Human Rights Commissioner concerned with prosecutor's actions against judge Tuleya
The Commissioner for Human Rights Adam Bodnar has asked the prosecutor's office for information on actions taken regarding judge Igor Tuleya from the District Court for Warsaw. Investigators want to waive his immunity in order to press charges against him. According to Bodnar, such actions may force other judges to avoid passing verdicts unfavourable for the government.
The National Public Prosecutor's Office (PK) wants to waive the immunity of judge Igor Tuleya from the District Court for Warsaw. The investigators claim the judge is guilty dereliction of duty, overstepping authority and unlawful dissemination of information from the preliminary proceedings. According to prosecutor Dariusz Ziomek, judge Tuleya has allowed the media to record proceedings of the District Court for Warsaw and revealed the verdict regarding the case and its substantiation.
Waiving judge's immunity is necessary to press criminal charges against him, regarding decision he took in 2017 when examining a complaint against discontinuation of inquiry into the Sejm session that had taken place in the end of 2016, in the Column Hall. The motion submitted by the PK is to be examined on March 20, by the Disciplinary Chamber of the Supreme Court, which legality is questioned by that very court.
On Monday the Commissioner for Human Rights (RPO) Adam Bodnar asked the National Public Prosecutor Bogdan Święczkowski for information regarding the latter's decision to allow judge Tuleya to face criminal liability. Furthermore, the ombudsman added his suggestions aimed at reassuring respect for human rights and freedoms of the citizen in that case.
The RPO wrote in a letter that the substantiation of the motion directed to the Disciplinary Chamber was insufficient to allow a reliable assessment of the legality of the PK's actions. Moreover, the commissioner doubts there are sufficient grounds to accuse judge Tuleya, who in 2017 allowed the media to record court proceedings, during which a decision was made to reopen the inquiry into the events that had taken place in 2016 in the Column Hall.
Crucial public interest
Commissioner Bodnar also stressed that the case ran by judge Tuleya was of crucial public interest, as it pertained to allegations of illegal conduct on part of some MPs. "Ensuring full transparency of proceedings over the said case was important due to crucial public interest and constitutional rights of citizens" - the ombudsman wrote.
Here, the RPO listed, among other things, the right to a fair trial, the rule of transparency of state actions stemming from the general principle of democratic rule of law state, the freedom of speech and the right spreading information, as well as citizens' right to information.
Social and moral duty
"Hence, the judge had social and moral duty to make the proceedings public, in order to ensure public opinion was informed. It was particularly important in the context of social protests sparked by the very issue in question, namely moving the Sejm session to the Column Hall" - the Commissioner points out.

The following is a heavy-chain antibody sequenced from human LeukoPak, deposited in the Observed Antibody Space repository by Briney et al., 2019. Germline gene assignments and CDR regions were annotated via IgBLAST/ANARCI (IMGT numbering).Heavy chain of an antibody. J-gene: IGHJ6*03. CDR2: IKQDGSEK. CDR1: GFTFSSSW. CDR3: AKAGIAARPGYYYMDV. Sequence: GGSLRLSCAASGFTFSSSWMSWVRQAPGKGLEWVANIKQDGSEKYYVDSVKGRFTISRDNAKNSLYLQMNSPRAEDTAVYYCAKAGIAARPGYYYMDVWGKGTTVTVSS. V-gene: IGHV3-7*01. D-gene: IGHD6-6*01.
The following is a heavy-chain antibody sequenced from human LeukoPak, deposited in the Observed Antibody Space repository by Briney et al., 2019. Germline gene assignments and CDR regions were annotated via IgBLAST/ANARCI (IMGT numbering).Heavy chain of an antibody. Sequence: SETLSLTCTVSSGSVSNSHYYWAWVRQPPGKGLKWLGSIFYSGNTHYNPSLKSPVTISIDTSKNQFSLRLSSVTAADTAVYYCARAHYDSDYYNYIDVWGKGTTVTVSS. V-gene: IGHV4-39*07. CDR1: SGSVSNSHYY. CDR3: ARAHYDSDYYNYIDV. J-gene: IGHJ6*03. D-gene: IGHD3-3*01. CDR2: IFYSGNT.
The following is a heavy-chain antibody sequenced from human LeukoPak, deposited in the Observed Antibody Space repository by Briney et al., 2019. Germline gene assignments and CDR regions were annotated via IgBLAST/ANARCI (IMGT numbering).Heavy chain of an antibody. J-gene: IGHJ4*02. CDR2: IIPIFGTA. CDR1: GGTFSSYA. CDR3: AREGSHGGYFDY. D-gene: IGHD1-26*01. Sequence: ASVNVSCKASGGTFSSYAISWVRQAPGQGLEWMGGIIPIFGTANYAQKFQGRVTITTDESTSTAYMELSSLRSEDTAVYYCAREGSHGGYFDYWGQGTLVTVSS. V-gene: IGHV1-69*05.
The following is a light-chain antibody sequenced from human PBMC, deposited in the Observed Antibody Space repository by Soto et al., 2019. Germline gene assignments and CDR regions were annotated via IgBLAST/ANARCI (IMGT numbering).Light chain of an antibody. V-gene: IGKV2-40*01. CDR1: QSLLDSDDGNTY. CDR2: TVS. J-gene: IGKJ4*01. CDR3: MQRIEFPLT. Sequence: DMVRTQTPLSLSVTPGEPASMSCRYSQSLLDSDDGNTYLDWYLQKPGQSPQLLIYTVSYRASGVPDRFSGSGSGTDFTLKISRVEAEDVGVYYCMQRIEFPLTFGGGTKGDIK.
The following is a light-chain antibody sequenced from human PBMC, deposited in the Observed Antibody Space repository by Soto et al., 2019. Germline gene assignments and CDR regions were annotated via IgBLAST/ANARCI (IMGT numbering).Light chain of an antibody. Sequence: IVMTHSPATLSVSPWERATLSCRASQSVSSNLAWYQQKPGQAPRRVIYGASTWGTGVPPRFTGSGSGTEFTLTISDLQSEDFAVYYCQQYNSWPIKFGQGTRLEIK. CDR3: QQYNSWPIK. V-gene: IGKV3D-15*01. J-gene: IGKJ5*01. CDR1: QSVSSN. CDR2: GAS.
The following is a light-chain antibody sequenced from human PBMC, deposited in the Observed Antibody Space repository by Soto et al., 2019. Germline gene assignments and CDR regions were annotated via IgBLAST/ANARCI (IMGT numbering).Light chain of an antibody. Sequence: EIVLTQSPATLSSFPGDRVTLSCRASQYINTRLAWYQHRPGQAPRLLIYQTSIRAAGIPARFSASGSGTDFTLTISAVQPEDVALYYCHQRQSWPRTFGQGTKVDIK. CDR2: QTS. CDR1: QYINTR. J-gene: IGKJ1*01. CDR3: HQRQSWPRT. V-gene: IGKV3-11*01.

Furthermore, Mr Bodnar stressed that during justifying his decision, "judge Igor Tuleya did not reveal any classified information, but only quoted statements made by some witnesses, to which he had every right".
The RPO also argued the case judge Tuleya was presiding over had a "clear political and public dimension". "Therefore, all the more concerning is pressure of all sorts exerted by the state authorities on the impartial and independent court adjudicating over this case" - human rights commissioner stressed.
Potential liability the judges might face - Adam Bodnar argued - could lead to a "freezing effect", namely force other judges to avoid passing verdicts unfavourable for the government.
"Muzzle law" against judge Tuleya
Adam Bodnar also highlighted that actions taken against judge Tuleya are to sanctioned by the so-called muzzle law, that became effective in February. The Commissioner pointed out that the National Public Prosecutor had sent the motion regarding judge Tuleya to the Disciplinary Chamber on February 14 - the very day when the muzzle law entered into force - despite the alleged misconduct is said to have taken place on December 18, 2017.
Mr Bodnar also added that before February 14 (before muzzle law entered into force), motions to hold judges to account had been examined by three judges from disciplinary court of the court of appeals. Currently, such decisions are being taken by only one judge from the Disciplinary Chamber of the Supreme Court.
Judge opens the door for media
In December 2017, judge Tuleya presided over an adjudicating panel that had to examine a complaint against the decision to discontinue the inquiry into the budget vote conducted in the Column Hall in 2016. The then Speaker of the Sejm Marek Kuchciński had moved the session out of the Plenary Hall because the opposition MPs had staged a protest there against banning Civic Platform MP Michał Szczerba from taking part in the proceedings, as well as against restricting of access for journalists in the Sejm, that had been planned at the time.
After the vote in the Column Hall, opposition MPs notified the prosecutor's office. They argued that they had limited access to the session, and that there had been no quorum during the vote. Because of that - they claimed - the budget could have been passed with violation of the law.
The investigators did not find any irregularities and the case was discontinued. Judge Tuleya recognised the complaint, revoked the prosecutor's decision and ordered the case to be reopened. He also allowed the media to record the verbal substantiation of the verdict.
Źródło: TVN24 News in English, tvn24.pl